President Bush reflects on his time in office, airing some regrets and looking to have some say in framing his legacy, during an interview with ABC’s Charlie Gibson airing Monday. Figuring foremost among his regrets, he said, was that he had acted on flawed intelligence about the infamous WMDs (or lack thereof) in deciding to invade Iraq.
“A lot of people put their reputations on the line and said the weapons of mass destruction is a reason to remove Saddam Hussein,” Bush said. “It wasn’t just people in my administration. A lot of members in Congress, prior to my arrival in Washington, D.C., during the debate on Iraq, a lot of leaders of nations around the world were all looking at the same intelligence.
“I wish the intelligence had been different, I guess,” Bush added.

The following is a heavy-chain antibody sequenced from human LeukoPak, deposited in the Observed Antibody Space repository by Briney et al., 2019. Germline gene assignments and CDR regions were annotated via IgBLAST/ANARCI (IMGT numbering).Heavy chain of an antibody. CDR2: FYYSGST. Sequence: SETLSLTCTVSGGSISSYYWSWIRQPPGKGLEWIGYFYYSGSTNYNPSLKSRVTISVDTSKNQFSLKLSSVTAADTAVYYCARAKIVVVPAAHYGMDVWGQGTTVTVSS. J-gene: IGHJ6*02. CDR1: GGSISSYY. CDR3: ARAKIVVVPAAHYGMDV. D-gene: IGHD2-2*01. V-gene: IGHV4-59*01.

When pressed by Gibson, Bush declined to “speculate” on whether he would still have gone to war if he knew Hussein didn’t have weapons of mass destruction.
“That is a do-over that I can’t do,” Bush said.
Despite failed intelligence and accusations of mismanaging the war, Bush said his decision not to prematurely withdraw troops from Iraq was grounded in his values.
“I listened to a lot of voices, but ultimately, I listened to this voice: I’m not going to let your son die in vain,” he said. “I believe we can win. I’m going to do what it takes to win in Iraq.”